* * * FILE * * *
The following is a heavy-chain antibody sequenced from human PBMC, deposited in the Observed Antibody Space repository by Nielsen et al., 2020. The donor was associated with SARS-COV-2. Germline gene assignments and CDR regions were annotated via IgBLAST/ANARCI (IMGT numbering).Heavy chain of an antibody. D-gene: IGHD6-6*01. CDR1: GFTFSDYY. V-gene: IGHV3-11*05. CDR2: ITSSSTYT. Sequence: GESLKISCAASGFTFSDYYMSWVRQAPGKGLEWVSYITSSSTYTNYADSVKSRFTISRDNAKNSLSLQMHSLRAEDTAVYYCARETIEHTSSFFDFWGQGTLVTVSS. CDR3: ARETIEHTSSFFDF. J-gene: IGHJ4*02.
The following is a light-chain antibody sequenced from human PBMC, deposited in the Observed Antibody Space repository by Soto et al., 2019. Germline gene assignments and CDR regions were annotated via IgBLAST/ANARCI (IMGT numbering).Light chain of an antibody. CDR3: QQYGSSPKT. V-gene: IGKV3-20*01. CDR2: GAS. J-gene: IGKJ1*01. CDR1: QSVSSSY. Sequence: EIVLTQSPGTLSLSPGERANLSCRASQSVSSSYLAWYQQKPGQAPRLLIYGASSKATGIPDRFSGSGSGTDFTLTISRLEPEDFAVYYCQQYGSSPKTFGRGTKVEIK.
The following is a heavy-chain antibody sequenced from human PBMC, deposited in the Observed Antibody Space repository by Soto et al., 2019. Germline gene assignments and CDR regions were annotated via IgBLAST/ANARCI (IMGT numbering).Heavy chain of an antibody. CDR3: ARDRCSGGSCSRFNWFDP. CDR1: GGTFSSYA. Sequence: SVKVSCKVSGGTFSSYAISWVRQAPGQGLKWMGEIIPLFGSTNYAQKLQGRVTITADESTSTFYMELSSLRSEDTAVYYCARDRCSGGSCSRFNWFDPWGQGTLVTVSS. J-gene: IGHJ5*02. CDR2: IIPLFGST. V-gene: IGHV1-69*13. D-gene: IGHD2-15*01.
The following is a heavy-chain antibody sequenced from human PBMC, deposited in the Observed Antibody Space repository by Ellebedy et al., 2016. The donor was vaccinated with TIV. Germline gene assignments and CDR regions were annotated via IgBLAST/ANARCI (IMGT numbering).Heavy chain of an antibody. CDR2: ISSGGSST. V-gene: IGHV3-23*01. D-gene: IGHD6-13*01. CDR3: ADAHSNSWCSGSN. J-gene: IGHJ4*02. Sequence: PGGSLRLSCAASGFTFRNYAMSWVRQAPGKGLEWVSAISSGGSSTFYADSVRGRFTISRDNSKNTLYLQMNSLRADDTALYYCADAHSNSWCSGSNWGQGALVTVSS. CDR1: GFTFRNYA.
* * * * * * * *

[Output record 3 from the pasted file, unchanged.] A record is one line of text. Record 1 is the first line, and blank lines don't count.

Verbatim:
The following is a heavy-chain antibody sequenced from human PBMC, deposited in the Observed Antibody Space repository by Soto et al., 2019. Germline gene assignments and CDR regions were annotated via IgBLAST/ANARCI (IMGT numbering).Heavy chain of an antibody. CDR3: ARDRCSGGSCSRFNWFDP. CDR1: GGTFSSYA. Sequence: SVKVSCKVSGGTFSSYAISWVRQAPGQGLKWMGEIIPLFGSTNYAQKLQGRVTITADESTSTFYMELSSLRSEDTAVYYCARDRCSGGSCSRFNWFDPWGQGTLVTVSS. J-gene: IGHJ5*02. CDR2: IIPLFGST. V-gene: IGHV1-69*13. D-gene: IGHD2-15*01.